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Butler, our master; he, intent on getting our money; we, as determined to keep it. Our solitude was most painful, cut off from reliable news of any kind, both from my family and from the Confederate government. The papers, all in the pay of the Federals, made the news to suit their interests. On one occasion, Butler, having bought up all the Confederate money, had extras [newspapers] printed, to wit, that "the Confederacy had been acknowledged by England, and the United States was soon to follow.
Every day ushered in a new victim to tyranny, generally some wealthy man, or rich woman. They were made to hand over their ill-gotten wealth or take the choice of being thrown into a filthy den. A friend, by name Mrs. Hunter Miss Burroughs of Mississippi , and her husband, a dying man, were accused of secreting Confederate property.
Some negroes, reported to Butler that a piece of an old tent had been found in his lot. They were summoned. Hunter was questioned, while her husband was thrown into a dungeon, where he died. It mattered little that her house had been robbed of everything and her splendid diamonds all stolen by the Yankee soldiers or officers. I met Mrs. Hunter's brother afterwards, when he had heard nothing of the fate of his sister. He was then making ineffectual efforts to get her out of the Federal lines.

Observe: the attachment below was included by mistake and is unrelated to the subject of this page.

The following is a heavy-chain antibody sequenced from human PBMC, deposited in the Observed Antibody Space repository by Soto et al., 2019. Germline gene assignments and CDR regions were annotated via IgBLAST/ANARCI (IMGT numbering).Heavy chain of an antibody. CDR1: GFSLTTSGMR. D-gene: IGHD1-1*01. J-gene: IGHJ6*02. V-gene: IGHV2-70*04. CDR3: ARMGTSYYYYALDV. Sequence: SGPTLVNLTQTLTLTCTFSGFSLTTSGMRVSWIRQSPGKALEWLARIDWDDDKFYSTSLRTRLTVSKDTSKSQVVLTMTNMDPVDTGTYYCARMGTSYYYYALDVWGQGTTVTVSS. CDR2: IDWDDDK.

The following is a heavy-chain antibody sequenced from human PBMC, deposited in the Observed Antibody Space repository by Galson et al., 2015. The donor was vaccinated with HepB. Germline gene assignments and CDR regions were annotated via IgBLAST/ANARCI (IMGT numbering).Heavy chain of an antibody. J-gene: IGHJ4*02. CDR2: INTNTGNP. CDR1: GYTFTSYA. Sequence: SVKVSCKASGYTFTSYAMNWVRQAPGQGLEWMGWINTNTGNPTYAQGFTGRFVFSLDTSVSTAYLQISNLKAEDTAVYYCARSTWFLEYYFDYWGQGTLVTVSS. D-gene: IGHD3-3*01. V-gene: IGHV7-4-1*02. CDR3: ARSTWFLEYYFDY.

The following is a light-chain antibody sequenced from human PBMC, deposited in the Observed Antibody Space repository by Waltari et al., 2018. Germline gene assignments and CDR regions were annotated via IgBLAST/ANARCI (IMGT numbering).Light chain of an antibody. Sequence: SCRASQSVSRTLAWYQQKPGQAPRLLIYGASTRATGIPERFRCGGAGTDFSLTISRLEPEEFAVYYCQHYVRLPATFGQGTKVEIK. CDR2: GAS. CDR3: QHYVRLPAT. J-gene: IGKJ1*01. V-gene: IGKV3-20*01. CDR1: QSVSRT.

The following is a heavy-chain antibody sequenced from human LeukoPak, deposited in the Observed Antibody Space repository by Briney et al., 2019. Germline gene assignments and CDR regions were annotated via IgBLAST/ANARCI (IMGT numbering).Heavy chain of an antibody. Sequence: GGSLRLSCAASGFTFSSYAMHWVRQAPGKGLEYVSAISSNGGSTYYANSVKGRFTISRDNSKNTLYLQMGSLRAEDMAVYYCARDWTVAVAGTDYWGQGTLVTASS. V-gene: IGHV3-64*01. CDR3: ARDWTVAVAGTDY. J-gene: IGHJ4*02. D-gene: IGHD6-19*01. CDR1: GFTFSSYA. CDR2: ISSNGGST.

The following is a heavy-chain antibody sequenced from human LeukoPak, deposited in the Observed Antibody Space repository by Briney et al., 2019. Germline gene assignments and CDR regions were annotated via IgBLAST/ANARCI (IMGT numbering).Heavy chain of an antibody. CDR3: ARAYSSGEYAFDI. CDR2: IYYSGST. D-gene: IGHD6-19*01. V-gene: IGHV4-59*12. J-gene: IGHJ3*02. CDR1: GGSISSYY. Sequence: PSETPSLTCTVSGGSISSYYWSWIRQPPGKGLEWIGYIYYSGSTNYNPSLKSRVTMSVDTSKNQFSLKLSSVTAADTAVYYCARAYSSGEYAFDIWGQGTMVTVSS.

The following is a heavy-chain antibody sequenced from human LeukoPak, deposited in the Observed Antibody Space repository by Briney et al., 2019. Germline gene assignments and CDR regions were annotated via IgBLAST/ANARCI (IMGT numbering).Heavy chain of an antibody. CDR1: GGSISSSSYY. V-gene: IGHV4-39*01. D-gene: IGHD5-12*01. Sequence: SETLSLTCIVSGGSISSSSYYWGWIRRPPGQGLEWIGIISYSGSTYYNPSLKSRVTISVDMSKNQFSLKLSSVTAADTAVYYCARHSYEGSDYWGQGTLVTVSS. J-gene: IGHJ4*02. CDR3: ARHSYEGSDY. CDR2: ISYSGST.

Each day brought with it some terrible order. The heart sinks at these memories of insulted humanity, which seem to have belonged more to fiction than fact, or to have been perpetrated by some barbarian let loose on mankind. Our master [Butler] made himself comfortable at the house of Gen. We were never out of our rooms, but the swift gallop of horses at regular hours told us that none less than Butler was approaching with his bodyguard.
Their movements were like evil men escaping some dread danger.
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In fact, Gen. The furious galloping of horses, clanking of swords, jingling of various accoutrements of his cavalry were of the most formidable character and well calculated to strike terror into the hearts of the Rebels. The citizens lived as if some great evil might overtake them at any moment. Tidings of cruelties to friends only brought the impending danger nearer home.